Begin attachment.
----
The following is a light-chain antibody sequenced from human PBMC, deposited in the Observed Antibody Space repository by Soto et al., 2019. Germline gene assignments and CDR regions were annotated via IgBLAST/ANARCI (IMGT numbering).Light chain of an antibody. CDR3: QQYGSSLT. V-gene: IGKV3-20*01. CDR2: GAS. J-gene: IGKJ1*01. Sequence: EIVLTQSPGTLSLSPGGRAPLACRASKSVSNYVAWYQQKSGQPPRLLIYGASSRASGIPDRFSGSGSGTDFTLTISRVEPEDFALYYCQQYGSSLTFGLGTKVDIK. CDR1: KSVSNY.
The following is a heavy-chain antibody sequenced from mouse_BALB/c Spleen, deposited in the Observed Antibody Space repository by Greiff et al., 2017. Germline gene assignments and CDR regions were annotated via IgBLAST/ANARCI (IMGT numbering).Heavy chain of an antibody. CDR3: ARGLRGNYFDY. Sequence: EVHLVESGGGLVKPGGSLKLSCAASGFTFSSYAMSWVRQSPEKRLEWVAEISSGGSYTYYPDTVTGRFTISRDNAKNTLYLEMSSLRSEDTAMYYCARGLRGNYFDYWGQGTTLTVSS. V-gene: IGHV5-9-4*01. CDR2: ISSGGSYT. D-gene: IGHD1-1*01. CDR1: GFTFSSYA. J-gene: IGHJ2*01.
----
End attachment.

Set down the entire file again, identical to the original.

The following is a light-chain antibody sequenced from human PBMC, deposited in the Observed Antibody Space repository by Soto et al., 2019. Germline gene assignments and CDR regions were annotated via IgBLAST/ANARCI (IMGT numbering).Light chain of an antibody. CDR3: QQYGSSLT. V-gene: IGKV3-20*01. CDR2: GAS. J-gene: IGKJ1*01. Sequence: EIVLTQSPGTLSLSPGGRAPLACRASKSVSNYVAWYQQKSGQPPRLLIYGASSRASGIPDRFSGSGSGTDFTLTISRVEPEDFALYYCQQYGSSLTFGLGTKVDIK. CDR1: KSVSNY.
The following is a heavy-chain antibody sequenced from mouse_BALB/c Spleen, deposited in the Observed Antibody Space repository by Greiff et al., 2017. Germline gene assignments and CDR regions were annotated via IgBLAST/ANARCI (IMGT numbering).Heavy chain of an antibody. CDR3: ARGLRGNYFDY. Sequence: EVHLVESGGGLVKPGGSLKLSCAASGFTFSSYAMSWVRQSPEKRLEWVAEISSGGSYTYYPDTVTGRFTISRDNAKNTLYLEMSSLRSEDTAMYYCARGLRGNYFDYWGQGTTLTVSS. V-gene: IGHV5-9-4*01. CDR2: ISSGGSYT. D-gene: IGHD1-1*01. CDR1: GFTFSSYA. J-gene: IGHJ2*01.